Are Spy Apps Legal?
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Nowadays we can do most tasks on our smartphones: shop, pay bills, and pay for rides.
Technology is very sophisticated nowadays, including the ability to spy on someone else through spy apps.
Spy apps are often installed with the knowledge of the device’s owner. It is usually used by employers, parents, and caregivers.
Spy apps and spyware are often used interchangeably. However, spyware is harmful software that is usually used by cybercriminals for identity theft and other forms of cyber attacks.
In this article, discover how spy apps work, whether they are legal in the U.S., and the laws surrounding them.
How Do Spy Apps Work?
Spy apps are applications or mini-programs you can download from the internet or an app store. Often, parents use these apps to keep the internet safe for their children.
When downloaded on a smartphone, a tablet, or a laptop, they run in the background and collect a range of sensitive information such as:
- Texts and calls
- Audio and video
They can also access emails and other apps and use the device’s microphone. Some apps can even stream live audio and video.
These are all beneficial when keeping track of personal and family needs, as well as in business. However, placed in the wrong hands, it can be devastating.
Spy Apps Usage: Both Legal and Illegal
It’s common knowledge that it’s illegal to spy on people’s activities on their devices without their consent. While spy apps are helpful for parents and employers, there can also be legal implications if they’re not used correctly.
Federal and State Laws Governing Spy Apps
The following federal and state laws are mainly derived from the Electronic Communications Privacy Act of 1986 (18 U.S.C. §§ 2510-2523). These laws shed light on the use of both spyware and spy apps and the penalties involved when you use them for inappropriate purposes.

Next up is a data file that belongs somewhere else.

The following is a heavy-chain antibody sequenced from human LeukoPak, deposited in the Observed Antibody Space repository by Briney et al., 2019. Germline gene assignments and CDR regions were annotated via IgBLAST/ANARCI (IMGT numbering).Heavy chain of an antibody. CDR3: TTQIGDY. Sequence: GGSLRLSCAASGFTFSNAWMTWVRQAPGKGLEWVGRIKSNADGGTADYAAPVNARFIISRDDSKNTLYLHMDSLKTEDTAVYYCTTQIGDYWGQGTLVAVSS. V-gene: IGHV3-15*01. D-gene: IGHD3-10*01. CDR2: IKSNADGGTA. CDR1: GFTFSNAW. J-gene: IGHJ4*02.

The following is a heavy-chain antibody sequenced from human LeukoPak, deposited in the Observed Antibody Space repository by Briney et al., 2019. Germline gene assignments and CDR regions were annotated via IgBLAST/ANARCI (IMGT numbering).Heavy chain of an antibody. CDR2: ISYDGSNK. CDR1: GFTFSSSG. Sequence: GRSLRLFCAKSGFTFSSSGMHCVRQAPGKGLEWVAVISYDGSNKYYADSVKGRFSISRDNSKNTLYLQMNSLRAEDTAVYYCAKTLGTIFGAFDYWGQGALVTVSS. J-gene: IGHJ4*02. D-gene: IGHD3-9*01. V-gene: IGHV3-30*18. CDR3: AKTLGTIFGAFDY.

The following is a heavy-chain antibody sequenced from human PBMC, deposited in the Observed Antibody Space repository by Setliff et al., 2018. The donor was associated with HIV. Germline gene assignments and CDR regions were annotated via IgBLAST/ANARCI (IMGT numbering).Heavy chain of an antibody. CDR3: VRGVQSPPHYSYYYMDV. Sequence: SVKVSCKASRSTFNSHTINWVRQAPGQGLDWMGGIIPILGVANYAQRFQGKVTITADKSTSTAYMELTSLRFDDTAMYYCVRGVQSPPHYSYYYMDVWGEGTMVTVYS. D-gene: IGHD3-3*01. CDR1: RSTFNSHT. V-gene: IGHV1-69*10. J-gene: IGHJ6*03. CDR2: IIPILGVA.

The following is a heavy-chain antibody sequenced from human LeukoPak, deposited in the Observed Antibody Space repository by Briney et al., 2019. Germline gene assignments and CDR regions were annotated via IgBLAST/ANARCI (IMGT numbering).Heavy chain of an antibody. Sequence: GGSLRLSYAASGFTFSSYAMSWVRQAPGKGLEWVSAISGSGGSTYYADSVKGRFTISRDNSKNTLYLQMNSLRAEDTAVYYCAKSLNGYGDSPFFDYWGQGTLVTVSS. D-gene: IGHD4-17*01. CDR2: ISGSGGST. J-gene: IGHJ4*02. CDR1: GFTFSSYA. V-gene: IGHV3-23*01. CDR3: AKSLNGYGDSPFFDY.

According to ECPA, it is illegal to record another person’s conversation with someone unless you are the other person in the conversation. The One-Party Consent Rules of The Wiretap Act can be applied here.
The Wiretap Act found in the Electronic Communications Privacy Act (“ECPA”) of 1986 includes restrictions on wiretapping electronic data transmissions by computers and other digital devices. It also criminalizes attempted wiretapping and eavesdropping.
According to the act, secretly recording all forms of communication becomes illegal because they are “reasonably expected to be private.”
For instance, you use spy software to intercept and read another person’s messages without them knowing. If they have a “reasonable expectation of privacy.” You could be found liable under federal wiretap laws.
Several bills have also been voted on in the United States Congress, including the following:
- Spy Block Act (Software Principles Yielding Better Levels of Consumer Knowledge)
- Spy Act (Securely Protect Yourself Against Cyber Trespass)
- I-SPY Act (Internet Spyware Prevention)
Aside from the ECPA, there aren’t really a lot of laws surrounding the use of spy apps. These apps are often legal unless they are used without consent (if used on an adult).
While monitoring your children’s devices is legal, it is a different story when you’re tracking adult children. Adult children are entitled to privacy and parents do not have the right to intervene in their adult children’s actions and can be penalized.
California, Florida, Hawaii, Louisiana, Minnesota, New Hampshire, and Virginia already have laws that broadly prohibit the use of electronic tracking devices in the context of stalking or locating the target person without their consent.